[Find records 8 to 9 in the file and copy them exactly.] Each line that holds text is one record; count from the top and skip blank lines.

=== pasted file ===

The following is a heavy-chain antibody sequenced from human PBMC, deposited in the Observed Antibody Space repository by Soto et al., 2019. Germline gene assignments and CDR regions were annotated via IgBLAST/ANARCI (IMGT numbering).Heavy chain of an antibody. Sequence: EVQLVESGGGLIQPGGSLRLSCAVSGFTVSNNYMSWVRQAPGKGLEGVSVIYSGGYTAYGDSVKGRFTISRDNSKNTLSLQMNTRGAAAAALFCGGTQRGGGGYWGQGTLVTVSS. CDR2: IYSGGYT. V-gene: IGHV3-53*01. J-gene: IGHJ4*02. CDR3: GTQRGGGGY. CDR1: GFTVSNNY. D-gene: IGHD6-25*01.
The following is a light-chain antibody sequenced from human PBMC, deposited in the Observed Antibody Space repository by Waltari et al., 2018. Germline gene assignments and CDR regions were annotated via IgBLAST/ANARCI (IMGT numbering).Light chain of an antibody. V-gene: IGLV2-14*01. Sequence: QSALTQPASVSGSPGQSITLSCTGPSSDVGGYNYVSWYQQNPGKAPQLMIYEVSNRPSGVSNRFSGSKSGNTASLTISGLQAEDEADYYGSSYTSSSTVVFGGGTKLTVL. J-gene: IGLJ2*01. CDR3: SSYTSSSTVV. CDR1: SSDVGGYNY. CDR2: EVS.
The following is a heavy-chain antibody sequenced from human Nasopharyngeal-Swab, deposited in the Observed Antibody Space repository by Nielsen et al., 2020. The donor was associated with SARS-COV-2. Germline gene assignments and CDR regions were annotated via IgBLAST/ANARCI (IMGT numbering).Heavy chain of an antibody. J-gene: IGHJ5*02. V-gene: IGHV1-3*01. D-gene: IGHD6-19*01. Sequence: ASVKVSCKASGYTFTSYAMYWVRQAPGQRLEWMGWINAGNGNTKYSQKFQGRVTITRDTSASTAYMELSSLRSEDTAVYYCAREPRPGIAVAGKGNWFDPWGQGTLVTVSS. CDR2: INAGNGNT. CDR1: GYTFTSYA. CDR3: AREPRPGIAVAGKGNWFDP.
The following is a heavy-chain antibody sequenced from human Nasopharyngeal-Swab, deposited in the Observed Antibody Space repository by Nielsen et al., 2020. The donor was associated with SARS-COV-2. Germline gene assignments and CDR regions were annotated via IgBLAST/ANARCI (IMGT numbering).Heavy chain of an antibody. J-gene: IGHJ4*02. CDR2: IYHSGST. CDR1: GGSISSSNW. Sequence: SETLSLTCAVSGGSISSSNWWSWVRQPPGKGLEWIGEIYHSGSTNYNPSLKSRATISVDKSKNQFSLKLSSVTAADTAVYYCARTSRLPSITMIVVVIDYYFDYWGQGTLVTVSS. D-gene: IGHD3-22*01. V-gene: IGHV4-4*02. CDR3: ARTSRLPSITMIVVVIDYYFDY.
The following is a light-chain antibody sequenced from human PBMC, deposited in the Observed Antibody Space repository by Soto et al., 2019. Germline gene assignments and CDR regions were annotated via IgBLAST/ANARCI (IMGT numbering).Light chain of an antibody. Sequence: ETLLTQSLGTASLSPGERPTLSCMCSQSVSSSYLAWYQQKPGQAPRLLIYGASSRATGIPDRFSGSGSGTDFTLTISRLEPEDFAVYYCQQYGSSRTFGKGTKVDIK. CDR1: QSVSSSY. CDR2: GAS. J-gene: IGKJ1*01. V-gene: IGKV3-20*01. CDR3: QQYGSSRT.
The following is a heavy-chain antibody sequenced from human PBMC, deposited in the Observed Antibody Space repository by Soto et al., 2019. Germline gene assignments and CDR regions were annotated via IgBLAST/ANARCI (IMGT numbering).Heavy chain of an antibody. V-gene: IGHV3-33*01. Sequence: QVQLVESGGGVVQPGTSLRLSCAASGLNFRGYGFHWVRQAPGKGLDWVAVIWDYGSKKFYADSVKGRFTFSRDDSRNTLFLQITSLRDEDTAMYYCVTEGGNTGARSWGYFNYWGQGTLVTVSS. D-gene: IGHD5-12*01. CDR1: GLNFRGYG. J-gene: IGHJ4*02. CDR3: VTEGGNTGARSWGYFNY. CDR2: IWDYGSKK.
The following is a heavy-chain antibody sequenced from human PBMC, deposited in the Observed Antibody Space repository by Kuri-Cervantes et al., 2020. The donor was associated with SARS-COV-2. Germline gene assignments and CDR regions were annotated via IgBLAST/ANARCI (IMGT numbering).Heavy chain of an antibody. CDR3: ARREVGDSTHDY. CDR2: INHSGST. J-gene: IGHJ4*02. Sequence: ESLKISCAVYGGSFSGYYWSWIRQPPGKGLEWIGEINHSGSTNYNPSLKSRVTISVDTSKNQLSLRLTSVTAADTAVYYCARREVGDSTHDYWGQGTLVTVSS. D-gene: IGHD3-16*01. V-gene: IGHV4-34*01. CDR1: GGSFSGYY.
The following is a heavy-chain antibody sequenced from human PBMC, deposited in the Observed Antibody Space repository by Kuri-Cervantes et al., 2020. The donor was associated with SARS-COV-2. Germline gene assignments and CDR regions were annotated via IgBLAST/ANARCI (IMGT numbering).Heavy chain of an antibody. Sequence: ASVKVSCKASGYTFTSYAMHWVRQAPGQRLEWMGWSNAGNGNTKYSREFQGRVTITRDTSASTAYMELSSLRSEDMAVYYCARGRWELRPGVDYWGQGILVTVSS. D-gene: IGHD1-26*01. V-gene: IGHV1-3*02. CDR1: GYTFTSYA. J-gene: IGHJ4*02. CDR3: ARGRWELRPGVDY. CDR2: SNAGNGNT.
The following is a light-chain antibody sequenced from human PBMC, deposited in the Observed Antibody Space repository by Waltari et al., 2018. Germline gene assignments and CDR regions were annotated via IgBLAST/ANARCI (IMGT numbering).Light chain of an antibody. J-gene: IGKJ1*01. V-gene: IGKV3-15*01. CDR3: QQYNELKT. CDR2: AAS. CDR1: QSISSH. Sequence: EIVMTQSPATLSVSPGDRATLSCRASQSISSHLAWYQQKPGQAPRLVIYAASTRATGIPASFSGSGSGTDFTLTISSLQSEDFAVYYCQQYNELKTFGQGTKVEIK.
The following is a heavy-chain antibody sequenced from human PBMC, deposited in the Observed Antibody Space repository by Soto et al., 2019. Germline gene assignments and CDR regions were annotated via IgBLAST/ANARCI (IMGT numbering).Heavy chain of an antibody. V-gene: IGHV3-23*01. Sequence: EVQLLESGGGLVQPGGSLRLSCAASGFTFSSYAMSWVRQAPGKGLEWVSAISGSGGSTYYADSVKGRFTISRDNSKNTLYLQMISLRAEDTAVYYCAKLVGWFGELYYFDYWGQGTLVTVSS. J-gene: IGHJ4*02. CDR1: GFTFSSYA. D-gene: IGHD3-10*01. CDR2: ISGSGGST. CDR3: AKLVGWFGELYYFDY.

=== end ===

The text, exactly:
The following is a heavy-chain antibody sequenced from human PBMC, deposited in the Observed Antibody Space repository by Kuri-Cervantes et al., 2020. The donor was associated with SARS-COV-2. Germline gene assignments and CDR regions were annotated via IgBLAST/ANARCI (IMGT numbering).Heavy chain of an antibody. Sequence: ASVKVSCKASGYTFTSYAMHWVRQAPGQRLEWMGWSNAGNGNTKYSREFQGRVTITRDTSASTAYMELSSLRSEDMAVYYCARGRWELRPGVDYWGQGILVTVSS. D-gene: IGHD1-26*01. V-gene: IGHV1-3*02. CDR1: GYTFTSYA. J-gene: IGHJ4*02. CDR3: ARGRWELRPGVDY. CDR2: SNAGNGNT.
The following is a light-chain antibody sequenced from human PBMC, deposited in the Observed Antibody Space repository by Waltari et al., 2018. Germline gene assignments and CDR regions were annotated via IgBLAST/ANARCI (IMGT numbering).Light chain of an antibody. J-gene: IGKJ1*01. V-gene: IGKV3-15*01. CDR3: QQYNELKT. CDR2: AAS. CDR1: QSISSH. Sequence: EIVMTQSPATLSVSPGDRATLSCRASQSISSHLAWYQQKPGQAPRLVIYAASTRATGIPASFSGSGSGTDFTLTISSLQSEDFAVYYCQQYNELKTFGQGTKVEIK.